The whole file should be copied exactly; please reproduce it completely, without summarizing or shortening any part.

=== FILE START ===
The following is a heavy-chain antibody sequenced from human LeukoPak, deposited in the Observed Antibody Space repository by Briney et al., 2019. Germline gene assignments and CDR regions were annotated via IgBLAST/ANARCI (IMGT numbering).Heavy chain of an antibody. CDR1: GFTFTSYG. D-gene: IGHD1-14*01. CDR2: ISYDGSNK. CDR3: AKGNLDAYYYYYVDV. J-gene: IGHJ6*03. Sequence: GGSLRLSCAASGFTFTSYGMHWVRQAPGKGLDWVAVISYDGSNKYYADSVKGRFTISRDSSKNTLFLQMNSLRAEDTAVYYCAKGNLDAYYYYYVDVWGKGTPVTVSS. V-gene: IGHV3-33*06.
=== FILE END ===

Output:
The following is a heavy-chain antibody sequenced from human LeukoPak, deposited in the Observed Antibody Space repository by Briney et al., 2019. Germline gene assignments and CDR regions were annotated via IgBLAST/ANARCI (IMGT numbering).Heavy chain of an antibody. CDR1: GFTFTSYG. D-gene: IGHD1-14*01. CDR2: ISYDGSNK. CDR3: AKGNLDAYYYYYVDV. J-gene: IGHJ6*03. Sequence: GGSLRLSCAASGFTFTSYGMHWVRQAPGKGLDWVAVISYDGSNKYYADSVKGRFTISRDSSKNTLFLQMNSLRAEDTAVYYCAKGNLDAYYYYYVDVWGKGTPVTVSS. V-gene: IGHV3-33*06.